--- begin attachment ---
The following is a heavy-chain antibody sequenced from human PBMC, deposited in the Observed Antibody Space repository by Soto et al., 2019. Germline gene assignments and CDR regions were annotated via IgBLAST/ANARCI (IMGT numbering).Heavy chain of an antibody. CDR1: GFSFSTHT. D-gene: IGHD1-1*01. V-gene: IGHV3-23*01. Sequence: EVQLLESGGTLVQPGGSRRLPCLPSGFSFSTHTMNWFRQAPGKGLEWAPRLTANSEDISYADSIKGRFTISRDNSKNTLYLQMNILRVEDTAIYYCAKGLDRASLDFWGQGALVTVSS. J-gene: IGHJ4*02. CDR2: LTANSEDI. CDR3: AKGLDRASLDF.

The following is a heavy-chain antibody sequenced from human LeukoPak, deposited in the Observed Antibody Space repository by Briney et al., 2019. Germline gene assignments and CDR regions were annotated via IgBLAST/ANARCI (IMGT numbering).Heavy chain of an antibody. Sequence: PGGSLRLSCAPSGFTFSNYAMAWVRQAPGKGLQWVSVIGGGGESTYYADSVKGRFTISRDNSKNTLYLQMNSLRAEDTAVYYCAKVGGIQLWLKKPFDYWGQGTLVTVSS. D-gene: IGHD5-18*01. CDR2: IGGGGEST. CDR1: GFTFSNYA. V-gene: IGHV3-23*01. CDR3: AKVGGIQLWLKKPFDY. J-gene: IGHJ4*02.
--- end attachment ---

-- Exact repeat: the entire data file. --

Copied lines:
The following is a heavy-chain antibody sequenced from human PBMC, deposited in the Observed Antibody Space repository by Soto et al., 2019. Germline gene assignments and CDR regions were annotated via IgBLAST/ANARCI (IMGT numbering).Heavy chain of an antibody. CDR1: GFSFSTHT. D-gene: IGHD1-1*01. V-gene: IGHV3-23*01. Sequence: EVQLLESGGTLVQPGGSRRLPCLPSGFSFSTHTMNWFRQAPGKGLEWAPRLTANSEDISYADSIKGRFTISRDNSKNTLYLQMNILRVEDTAIYYCAKGLDRASLDFWGQGALVTVSS. J-gene: IGHJ4*02. CDR2: LTANSEDI. CDR3: AKGLDRASLDF.

The following is a heavy-chain antibody sequenced from human LeukoPak, deposited in the Observed Antibody Space repository by Briney et al., 2019. Germline gene assignments and CDR regions were annotated via IgBLAST/ANARCI (IMGT numbering).Heavy chain of an antibody. Sequence: PGGSLRLSCAPSGFTFSNYAMAWVRQAPGKGLQWVSVIGGGGESTYYADSVKGRFTISRDNSKNTLYLQMNSLRAEDTAVYYCAKVGGIQLWLKKPFDYWGQGTLVTVSS. D-gene: IGHD5-18*01. CDR2: IGGGGEST. CDR1: GFTFSNYA. V-gene: IGHV3-23*01. CDR3: AKVGGIQLWLKKPFDY. J-gene: IGHJ4*02.